He also strongly supported racial segregation like most other southern senators, signing "The Southern Manifesto" in 1956 and introducing it into the Congressional Record.[5]

George's office became a meeting place for southern senators to plot opposition strategy to the Supreme Court's Brown v. Board of Education decision in 1954, which declared the segregation of schools to be unconstitutional.[1] However, George was less vocal about his pro-segregation views than Senator Russell or his young opponent in the 1956 election, Herman Talmadge.[1]

Talmadge had the state political machinery built by his father, Eugene, firmly behind him, and despite his seniority and leadership in the Senate (he served as president pro tempore in 1955 and 1956), George realized he was not likely to withstand the Talmadge challenge and declined to run for reelection.[1]

Early in 1957, shortly after his retirement from the Senate, George was appointed special ambassador to the North Atlantic Treaty Organization by President Dwight Eisenhower. He served in this position for about six months before becoming seriously ill. He died in Vienna, Georgia and is interred in the Vienna cemetery.

During his time in Congress, George was a member of twelve committees while he was in the Senate, and chairman of five, including the US Senate Committee on Foreign Relations from 1940 to 1941 and from 1955 to 1957 and the US Senate Committee on Finance from 1941 to 1947 and from 1949 to 1953. He was also President pro tempore of the Senate from 1955 to 1957. While in the Senate, George became known for his polished oratory and was considered one of the Senate's best public speakers.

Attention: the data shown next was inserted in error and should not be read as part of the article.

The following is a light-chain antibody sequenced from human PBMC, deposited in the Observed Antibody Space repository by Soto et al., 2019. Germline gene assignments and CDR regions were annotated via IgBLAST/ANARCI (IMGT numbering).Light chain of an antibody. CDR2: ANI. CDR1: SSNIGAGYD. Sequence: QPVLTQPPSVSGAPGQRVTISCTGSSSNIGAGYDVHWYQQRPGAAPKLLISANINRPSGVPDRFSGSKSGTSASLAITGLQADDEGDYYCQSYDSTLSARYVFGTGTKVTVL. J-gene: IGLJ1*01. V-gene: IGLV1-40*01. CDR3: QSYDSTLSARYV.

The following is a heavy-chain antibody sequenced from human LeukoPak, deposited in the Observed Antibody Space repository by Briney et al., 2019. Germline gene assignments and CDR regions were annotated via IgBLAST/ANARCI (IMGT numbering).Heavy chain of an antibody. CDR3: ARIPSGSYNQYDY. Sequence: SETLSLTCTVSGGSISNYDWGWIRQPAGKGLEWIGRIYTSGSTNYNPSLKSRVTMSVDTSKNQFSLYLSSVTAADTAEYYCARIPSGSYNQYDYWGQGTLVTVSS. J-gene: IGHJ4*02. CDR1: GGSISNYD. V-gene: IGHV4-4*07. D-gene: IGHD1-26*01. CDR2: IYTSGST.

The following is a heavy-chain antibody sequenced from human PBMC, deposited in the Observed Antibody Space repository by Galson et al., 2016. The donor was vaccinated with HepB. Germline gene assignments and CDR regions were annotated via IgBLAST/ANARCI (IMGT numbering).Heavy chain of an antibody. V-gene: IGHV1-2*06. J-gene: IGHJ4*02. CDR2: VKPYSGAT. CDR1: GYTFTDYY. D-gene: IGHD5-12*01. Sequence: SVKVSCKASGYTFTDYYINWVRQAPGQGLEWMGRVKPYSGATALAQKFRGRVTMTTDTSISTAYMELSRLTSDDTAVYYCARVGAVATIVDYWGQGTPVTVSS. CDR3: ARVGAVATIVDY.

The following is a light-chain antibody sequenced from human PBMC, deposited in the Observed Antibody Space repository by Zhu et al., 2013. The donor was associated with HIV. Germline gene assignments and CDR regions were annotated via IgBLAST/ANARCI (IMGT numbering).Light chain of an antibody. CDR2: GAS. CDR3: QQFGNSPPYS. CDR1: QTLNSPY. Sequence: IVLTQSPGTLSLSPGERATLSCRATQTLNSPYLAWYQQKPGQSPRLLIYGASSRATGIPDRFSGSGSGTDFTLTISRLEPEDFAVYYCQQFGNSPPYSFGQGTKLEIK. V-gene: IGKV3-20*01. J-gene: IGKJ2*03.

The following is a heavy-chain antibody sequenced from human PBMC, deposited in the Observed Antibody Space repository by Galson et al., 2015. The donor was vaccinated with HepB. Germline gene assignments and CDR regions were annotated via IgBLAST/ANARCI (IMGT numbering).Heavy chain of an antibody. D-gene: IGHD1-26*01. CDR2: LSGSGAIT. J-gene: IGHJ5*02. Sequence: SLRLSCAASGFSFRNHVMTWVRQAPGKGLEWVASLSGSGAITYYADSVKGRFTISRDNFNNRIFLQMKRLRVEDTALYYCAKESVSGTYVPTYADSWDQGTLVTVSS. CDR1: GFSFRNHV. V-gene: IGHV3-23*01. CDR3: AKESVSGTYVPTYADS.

Remembrances[edit]

The Walter F. George School of Law of Mercer University, the former Walter F. George High School (presently South Atlanta High School) in Atlanta, Georgia, and Walter F. George Lake in western Georgia are named for him. The Walter F. George Foundation, created at Mercer when the university's law school was named in honor of George in 1947, continues to award scholarships to Mercer law students who plan to pursue careers in public service. George's portrait hangs in the Georgia state capitol in Atlanta.